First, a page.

The chest offers a prominent space for designs to to peek out from beneath low-cut shirts. Chest panels in black and grey can highlight the shape and structure of the pectoral muscles or breasts in a variety of styles. The chest is the perfect space for ornate displays featuring perfect symmetry as a focal point of the design. Wings and flowers are especially conducive to symmetrical designs, so tough birds and pretty florals are just a couple examples of popular subjects for chest tattoos.
Japanese irezumi style in black and grey featuring a tiger and florals as a half-back pieceFor tattoo-lovers looking for ink that is both massive and easy to hide, the back is the ideal canvas. The back is the most expansive space on the body, making it the greatest potential canvas for any major ink you desire. With a back tattoo, you have the possibility of the design beginning at the neck and expanding downwards onto the buttocks. For this reason, the historic Japanese Irezumi tattooing style, which is often done in black and grey, makes the most efficient use of the back as a canvas; this style features cohesive designs that can span across the arms, back, neck, butt, and even onto the legs with strict outlines ending precisely where their clothing covers.
Whether you want ornamental tattoos or a design encompassing nearly half your body, black and grey tattoos have unmatched potential to give any design beauty and longevity.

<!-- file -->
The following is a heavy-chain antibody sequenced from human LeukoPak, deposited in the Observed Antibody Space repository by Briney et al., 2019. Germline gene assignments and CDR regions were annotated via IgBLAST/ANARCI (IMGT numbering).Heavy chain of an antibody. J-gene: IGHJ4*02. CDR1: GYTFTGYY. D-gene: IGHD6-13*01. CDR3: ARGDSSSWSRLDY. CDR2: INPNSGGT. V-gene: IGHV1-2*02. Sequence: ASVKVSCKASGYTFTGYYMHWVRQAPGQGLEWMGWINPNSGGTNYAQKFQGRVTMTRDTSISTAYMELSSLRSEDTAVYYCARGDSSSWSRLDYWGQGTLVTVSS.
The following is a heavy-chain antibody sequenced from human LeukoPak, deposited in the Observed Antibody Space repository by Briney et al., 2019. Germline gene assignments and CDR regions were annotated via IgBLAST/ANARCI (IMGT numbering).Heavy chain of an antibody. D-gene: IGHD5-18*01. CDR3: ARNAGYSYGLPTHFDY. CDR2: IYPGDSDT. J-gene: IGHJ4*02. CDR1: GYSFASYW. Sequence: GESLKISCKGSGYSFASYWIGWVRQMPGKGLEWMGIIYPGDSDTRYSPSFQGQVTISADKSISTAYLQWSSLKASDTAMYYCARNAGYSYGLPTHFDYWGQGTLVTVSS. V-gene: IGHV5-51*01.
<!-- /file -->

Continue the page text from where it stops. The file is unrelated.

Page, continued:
Does black and grey work look good with other styles?
This is a common question, and it is safe to say that yes, black and grey tattoos do look fantastic when combined with other styles. It can take a little more thought from the artist and the customer, but the payout is definitely worth it.
As we’ve said earlier, black and grey work can look very beautiful when combined with colour work. Common styles that use this combination include Japanese tattooing, neo traditional and realistic work. Black and grey work can be a great accent for more colourful pieces, as seen in traditional Japanese irezumi tattoos.
Another style that works particularly well with black and grey tattooing is blackwork. As much as they might sound similar, these tattoo styles are actually quite different. Whereas black and grey work aims to use a wide variety of shades and soft tones, blackwork is much more harsh and focuses on solid black linework. These styles do combine very nicely, and can make very eye-catching pieces of work.
Dotwork and geometric style tattoos can also look gorgeous when combined with black and grey tattooing. we are personally a huge fan of tattoos that feature both black and grey tattooing with mandalas, as we think that they look very elegant.
A common misconception with particular styles of tattooing is that they only suit particular types of people. This simply isn’t true- all tattoos can look beautiful on all kinds of people, and black and grey tattoos are no exception. If this is a style that you’re looking into, then we would encourage you to go for it. As long as you research your studio and artist properly, we are sure that you will end up with a beautiful piece of artwork.